The Sharks play every Saturday either in Gothenburg or away. The home field is at Shark Park but the away games take their toll on the players. Often traveling six or more hours to get to various fields around the country, most of the money for travel and overnight stay comes directly out of the players' pockets.
"I have been blown away by the enthusiasm of the people on the team. It is not easy playing a sport that no one knows about but these individuals go out of their way to play and promote the game," says Laffin, who nonetheless admits he was at first hesitant about coming to Sweden.
"But playing with these guys has given me back the joy I once associated with the game. In the process, I have fallen in love with a country and it's people."
The Sharks continue to build an audience in Gothenburg, but challenges remain.
"Our field is really not very good," explains Vice Chairman and General Manager Johan Weidolf.
"It often floods and we are always battling the grounds."
According to the players and groundskeepers, approximately 200 hours have been invested in field maintenance and upkeep this season. Even the players themselves must serve as part-time groundskeepers. While the team has some sponsors, help from the city has been hard to come by.
"It's tough because when we go to other fields, such as Stockholm, their fields and teams are supported by the city," explains Weidolf.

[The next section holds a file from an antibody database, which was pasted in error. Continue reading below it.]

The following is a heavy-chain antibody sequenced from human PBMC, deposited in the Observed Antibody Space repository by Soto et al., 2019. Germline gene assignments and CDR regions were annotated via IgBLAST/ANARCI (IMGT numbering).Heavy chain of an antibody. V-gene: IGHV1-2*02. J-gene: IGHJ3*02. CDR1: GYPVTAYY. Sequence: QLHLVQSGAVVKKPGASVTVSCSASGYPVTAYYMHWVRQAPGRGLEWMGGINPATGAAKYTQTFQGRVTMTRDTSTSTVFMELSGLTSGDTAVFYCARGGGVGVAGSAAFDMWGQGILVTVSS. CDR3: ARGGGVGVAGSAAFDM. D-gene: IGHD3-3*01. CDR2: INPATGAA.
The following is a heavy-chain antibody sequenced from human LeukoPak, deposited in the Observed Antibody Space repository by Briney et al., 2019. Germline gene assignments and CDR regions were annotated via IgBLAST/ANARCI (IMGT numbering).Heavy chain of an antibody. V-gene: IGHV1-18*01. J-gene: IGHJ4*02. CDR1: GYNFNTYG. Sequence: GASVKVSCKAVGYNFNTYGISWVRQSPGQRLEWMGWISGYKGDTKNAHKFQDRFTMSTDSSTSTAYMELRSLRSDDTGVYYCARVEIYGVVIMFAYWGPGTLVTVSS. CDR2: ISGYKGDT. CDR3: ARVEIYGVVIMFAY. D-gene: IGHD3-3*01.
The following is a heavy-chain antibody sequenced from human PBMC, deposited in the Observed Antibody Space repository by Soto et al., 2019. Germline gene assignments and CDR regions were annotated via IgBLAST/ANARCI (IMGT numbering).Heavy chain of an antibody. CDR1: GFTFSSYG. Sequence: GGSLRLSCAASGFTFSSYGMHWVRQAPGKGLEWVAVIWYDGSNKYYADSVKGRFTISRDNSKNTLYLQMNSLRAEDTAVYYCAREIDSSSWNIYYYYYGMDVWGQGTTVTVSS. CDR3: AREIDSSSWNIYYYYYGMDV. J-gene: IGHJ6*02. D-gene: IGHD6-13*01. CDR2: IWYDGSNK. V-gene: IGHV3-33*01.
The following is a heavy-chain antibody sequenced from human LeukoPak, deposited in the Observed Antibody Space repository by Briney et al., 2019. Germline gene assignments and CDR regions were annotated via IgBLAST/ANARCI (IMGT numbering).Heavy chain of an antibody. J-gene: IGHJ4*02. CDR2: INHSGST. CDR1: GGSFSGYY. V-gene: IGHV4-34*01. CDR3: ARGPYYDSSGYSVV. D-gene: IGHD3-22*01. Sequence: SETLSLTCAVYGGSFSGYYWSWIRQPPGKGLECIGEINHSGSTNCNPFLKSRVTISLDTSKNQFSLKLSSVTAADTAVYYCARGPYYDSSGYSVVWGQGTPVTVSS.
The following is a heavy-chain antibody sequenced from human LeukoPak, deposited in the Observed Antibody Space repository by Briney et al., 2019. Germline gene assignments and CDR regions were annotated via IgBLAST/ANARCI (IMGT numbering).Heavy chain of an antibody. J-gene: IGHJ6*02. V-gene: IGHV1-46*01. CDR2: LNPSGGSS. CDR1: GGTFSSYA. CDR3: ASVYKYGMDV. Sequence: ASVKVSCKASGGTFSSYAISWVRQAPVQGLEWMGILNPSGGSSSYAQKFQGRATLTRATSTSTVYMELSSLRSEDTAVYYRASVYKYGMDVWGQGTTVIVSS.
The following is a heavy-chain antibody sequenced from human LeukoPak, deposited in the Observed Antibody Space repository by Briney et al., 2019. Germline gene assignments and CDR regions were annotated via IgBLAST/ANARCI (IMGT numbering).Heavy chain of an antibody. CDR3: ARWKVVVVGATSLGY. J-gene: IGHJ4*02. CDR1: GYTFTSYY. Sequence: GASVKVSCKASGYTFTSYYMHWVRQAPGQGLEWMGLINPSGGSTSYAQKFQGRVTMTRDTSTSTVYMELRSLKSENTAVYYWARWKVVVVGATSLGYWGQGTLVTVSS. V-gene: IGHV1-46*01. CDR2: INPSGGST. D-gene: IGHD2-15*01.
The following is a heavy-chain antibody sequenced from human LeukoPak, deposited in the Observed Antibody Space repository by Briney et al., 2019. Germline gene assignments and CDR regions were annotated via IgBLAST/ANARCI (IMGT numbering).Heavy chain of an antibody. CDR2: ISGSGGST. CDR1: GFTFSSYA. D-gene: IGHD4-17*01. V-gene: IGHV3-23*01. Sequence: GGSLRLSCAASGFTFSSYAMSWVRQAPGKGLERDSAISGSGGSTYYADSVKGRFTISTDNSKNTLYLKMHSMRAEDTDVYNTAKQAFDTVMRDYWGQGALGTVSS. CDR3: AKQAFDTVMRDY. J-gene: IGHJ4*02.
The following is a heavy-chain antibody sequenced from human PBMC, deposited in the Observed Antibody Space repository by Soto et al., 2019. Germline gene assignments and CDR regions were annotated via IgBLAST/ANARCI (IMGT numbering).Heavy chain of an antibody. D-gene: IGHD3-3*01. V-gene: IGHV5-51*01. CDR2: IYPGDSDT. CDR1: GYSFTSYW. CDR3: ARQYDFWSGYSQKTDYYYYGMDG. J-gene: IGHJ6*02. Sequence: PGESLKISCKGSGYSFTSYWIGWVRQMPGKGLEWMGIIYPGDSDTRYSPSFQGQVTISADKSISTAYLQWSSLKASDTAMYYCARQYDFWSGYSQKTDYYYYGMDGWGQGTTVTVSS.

"Their fields are very nice."
Shark club chairwoman Maria Jönsson adds that much of the work is a labour of love on the part of players and others associated with the club, all of whom are committed to helping baseball grow in Sweden.
"No one here gets paid to do this. It's all volunteer work," she tells The Local.
"We have some sponsors, like those who donated our speakers. And also the sponsor who designed and printed our season programs. The best thing would be to have a field of our own," she adds.
"It shows pride in a team."
The team shares Shark Park field with the Sharks American football team. At the start and end of each game, the baseball players must put up and take down the fences to make way for those playing another American sports import. However, there are hopes that the Sharks will have their own field of dreams to call home next year.
"Another great thing would be to get our softball team going again," Jönsson continues. "Right now we are starting from the ground up. The number of our teams is definitely down from what it was twenty years ago."
With so much time spent playing the game, practicing, maintaining the field, and traveling, the Gothenburg Sharks still find time to reach out to the community, with their newly-arrived American imports playing a leading role.
"This year our main focus in on the kids," says Weidolf.
"Patrick and Branden are great at going to the schools. They explain the sport of baseball and teach the kids the rules of the the game."
Laffin is no stranger to working with children, including special needs children, with his efforts being featured on an a programme by the TV channel HBO. He explains that some of his most memorable moments have been spent with the 'Big-Brother' organization in Boston.
And with the Swedish baseball season well underway, he still manages to go out to schools and universities about three to four times a week to preach the gospel of baseball and try to connect with youngsters in Gothenburg.
"It has been a great pleasure to get to know these kids and helping them understand a game that has meant so much to me," says Laffin.